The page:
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Friday, June 5, 2009

A word on boots and foot protection.

I thought I might jot down, so to speak, a little info on boots that I use in choosing my personal foot wear. I do not know how many of you wear boots daily, but it stands to chance most do. However, for those who do not, or may never have bought, owned, or worn boots before, here are a few steps to take to ensure your comfort during a bug-out, bug-in, ect.

1. Socks: A good boot is practically worthless without quality socks to go with it. You are looking for something fairly heavy with attention paid to the heel and the ball of your foot. Most places that sell boots (reputable shoe stores, ect) will be able to help you find a sock that will work well with your boots. I use some that I bought at Tractor Supply Company. They are a lighter sock for summer, but have a heavy toe/heel area with added elastic for arch support. I also have some n-genious thin-sulate socks I bought from Dick's Sporting Goods for cold weather use. I wear the TSC socks on a daily basis to work, where I stand for 7+hrs. If I wear a normal pair of socks with my boots, my feet are about to die by lunch time.

2. Fitment: If this is your first boot purchase, then buy your socks and boots at the same time to insure they work together. With your new socks on, slip your foot into the boot. Check toe room. The worst thing I've ever experienced is a pair of boots that were too tight around the toe. Next, take a step in them. Your heel should move up and down very slightly (~1/2") in the back of the boot when you step. This ensures that the boot will not rub your heel raw (sounds counter-intuitive, huh?) when wearing them. If you're getting steel toe boots, make sure they are spacious enough around your little toe and large toe to prevent callouses from forming. They make boots in several widths, as with tennis shoes, and most places won't think twice about ordering you a set to fit your needs.

3. Styles: There are different styles of boots, obviously. You have to decide what you like with this. I prefer a more work oriented boot. The cowboy boots just don't fit my feet and the large heels inevitably cause me to sprain an ankle. I also prefer slip on boots such as the Red Wing Pecos line. I have a pair in steel toe low top I wear for farm work and off-roading. The boots I wear at work are a Wolverine lace up. They have padded soles, heavy insoles, and a large steel toe, as well as provide amazing ankle support for long periods of standing. Look at spending at least $100 on a pair of boots. My Red Wings are almost 5 years old, and still taking a beating.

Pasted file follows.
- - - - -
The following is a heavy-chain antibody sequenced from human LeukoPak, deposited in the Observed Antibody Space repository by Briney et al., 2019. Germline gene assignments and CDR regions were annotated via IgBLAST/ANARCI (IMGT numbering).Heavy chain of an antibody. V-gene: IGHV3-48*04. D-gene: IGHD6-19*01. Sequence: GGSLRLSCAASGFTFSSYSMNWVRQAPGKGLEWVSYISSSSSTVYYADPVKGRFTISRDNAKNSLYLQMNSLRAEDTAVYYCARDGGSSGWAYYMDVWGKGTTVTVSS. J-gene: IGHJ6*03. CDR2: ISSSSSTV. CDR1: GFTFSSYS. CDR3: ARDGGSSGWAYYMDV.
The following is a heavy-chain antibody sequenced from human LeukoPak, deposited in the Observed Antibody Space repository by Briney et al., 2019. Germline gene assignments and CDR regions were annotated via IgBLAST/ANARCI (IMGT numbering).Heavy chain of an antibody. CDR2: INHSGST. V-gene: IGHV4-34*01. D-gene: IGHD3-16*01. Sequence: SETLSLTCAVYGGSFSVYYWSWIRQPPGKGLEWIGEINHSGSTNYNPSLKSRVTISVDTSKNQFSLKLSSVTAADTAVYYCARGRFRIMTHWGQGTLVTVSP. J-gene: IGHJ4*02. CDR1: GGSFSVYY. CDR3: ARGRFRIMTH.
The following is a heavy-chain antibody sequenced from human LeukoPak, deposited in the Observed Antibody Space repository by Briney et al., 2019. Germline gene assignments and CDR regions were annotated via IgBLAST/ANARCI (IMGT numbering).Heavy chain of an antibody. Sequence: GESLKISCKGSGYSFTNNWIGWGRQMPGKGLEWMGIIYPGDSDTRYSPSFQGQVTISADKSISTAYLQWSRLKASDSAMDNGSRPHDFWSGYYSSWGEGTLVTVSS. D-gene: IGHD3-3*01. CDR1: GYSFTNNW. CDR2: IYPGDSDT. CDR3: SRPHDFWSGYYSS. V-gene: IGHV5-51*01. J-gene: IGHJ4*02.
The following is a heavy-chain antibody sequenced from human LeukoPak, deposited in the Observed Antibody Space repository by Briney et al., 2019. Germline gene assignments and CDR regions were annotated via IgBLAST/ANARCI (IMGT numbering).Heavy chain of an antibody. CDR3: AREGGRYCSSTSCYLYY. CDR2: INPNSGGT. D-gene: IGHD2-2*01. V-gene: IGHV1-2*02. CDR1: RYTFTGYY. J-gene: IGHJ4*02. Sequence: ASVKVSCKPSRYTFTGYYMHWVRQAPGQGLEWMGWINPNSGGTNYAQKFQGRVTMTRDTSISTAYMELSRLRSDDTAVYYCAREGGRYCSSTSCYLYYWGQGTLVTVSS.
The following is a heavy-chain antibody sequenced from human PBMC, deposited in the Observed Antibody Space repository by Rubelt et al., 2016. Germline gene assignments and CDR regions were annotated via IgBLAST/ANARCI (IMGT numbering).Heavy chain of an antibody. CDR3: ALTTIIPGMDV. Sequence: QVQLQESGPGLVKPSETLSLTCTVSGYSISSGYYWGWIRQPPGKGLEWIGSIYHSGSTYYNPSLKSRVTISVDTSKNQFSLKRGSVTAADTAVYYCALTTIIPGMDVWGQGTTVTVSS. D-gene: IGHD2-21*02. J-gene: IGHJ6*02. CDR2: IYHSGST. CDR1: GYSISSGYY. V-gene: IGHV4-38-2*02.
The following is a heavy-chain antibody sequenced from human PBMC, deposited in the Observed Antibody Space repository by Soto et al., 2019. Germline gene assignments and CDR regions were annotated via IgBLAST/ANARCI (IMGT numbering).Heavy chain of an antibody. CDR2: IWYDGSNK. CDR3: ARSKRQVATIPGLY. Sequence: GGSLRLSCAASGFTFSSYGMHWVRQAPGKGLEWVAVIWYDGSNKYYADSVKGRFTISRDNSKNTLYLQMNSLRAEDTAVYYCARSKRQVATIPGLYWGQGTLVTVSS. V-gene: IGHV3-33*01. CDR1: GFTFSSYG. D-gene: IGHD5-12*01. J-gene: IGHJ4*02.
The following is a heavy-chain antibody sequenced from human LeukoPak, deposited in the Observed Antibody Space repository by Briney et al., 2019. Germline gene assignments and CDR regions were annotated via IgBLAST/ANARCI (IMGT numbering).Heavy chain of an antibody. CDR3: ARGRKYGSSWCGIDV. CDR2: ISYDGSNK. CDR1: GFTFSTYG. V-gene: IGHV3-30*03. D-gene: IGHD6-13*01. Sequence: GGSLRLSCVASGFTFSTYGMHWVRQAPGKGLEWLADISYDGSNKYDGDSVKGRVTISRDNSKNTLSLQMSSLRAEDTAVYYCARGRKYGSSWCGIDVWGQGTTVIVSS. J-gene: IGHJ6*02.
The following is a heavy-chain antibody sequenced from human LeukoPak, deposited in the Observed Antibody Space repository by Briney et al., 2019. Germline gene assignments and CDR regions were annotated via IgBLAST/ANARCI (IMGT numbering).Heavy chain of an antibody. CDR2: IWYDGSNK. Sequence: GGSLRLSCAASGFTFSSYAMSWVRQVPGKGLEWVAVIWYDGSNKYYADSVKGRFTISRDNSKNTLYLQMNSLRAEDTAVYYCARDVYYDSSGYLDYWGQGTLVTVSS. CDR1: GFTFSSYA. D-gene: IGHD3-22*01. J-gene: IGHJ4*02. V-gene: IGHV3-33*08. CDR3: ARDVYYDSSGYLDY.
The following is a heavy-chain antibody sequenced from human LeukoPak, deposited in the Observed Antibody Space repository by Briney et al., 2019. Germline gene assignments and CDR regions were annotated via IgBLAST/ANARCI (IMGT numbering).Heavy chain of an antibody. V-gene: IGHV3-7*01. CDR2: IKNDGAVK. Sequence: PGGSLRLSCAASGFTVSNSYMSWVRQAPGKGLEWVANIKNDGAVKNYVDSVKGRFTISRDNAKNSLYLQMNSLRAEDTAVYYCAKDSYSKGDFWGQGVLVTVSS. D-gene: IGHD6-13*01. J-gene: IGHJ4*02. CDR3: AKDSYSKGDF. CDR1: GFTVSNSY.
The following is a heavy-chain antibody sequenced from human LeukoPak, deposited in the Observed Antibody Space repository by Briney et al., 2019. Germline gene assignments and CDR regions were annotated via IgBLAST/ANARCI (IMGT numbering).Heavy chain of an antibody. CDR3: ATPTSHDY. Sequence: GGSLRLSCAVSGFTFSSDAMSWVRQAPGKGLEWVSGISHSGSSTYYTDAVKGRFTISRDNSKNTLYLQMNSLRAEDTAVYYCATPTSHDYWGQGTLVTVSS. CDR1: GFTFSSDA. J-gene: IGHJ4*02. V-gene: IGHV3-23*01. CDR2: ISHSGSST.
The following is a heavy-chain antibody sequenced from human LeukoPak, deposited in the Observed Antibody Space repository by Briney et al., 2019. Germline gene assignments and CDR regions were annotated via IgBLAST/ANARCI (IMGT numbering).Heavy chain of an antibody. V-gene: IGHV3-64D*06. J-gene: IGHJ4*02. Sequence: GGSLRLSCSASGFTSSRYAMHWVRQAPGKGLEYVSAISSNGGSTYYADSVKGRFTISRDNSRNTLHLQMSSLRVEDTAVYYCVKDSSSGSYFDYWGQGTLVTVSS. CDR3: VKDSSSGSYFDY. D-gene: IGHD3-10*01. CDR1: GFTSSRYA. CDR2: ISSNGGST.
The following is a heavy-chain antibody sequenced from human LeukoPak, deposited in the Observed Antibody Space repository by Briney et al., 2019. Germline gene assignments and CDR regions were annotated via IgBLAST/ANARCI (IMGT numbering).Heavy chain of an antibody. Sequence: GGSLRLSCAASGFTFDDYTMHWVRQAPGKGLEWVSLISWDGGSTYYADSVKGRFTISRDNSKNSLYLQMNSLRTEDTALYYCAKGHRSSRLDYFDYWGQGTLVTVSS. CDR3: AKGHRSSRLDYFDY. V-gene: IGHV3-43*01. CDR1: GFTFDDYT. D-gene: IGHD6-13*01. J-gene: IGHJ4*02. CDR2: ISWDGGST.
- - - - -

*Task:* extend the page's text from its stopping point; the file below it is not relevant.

4. Break-in and care: For break in, you are going to have to wear them often. A boot is not comfortable until they are broken in. It usually takes a few weeks to get them totally broken in, but afterward they will work great. As for care, I try to polish my boots once a month with Meltonian Boot and Shoe Cream Polish. It keeps the leather conditioned and helps prevent cracking. I also treat them with mink oil about every three months to keep them water proofed.

I hope this helped some of you. Again, this was taken from my experience with boots and is the advice I give to people when asked. Happy prepping! :D

Original: http://www.whenshtf.com/showthread.php?t=12904

The Unhappy Hunting Ground: Catching Game Post-TEOTWAWKI

There is perhaps no idea that will lead to more starving people after any collapse scenario than the “I’ll just go hunting/fishing” scheme that many inexperienced outdoorsman (and some experienced sport hunters) seem to think is a strategy that will supply them and their family with enough meat to live once those pesky park rangers die off. While hunting and fishing are skills that may serve you well in some circumstances, most of you will never hunt enough game to feed yourself or anyone else indefinitely.

Wild game may supplement your diet and certainly can help you survive the bad times that fact is we simply no longer live in an environment that will support the long hunter who relies on meat he catches to feed his family. There are very few areas where this would be possible and in most of those areas competition among other hunters, two and four legged, will make hunting a dangerous and often unsuccessful prospect post-TEOTWAWKI.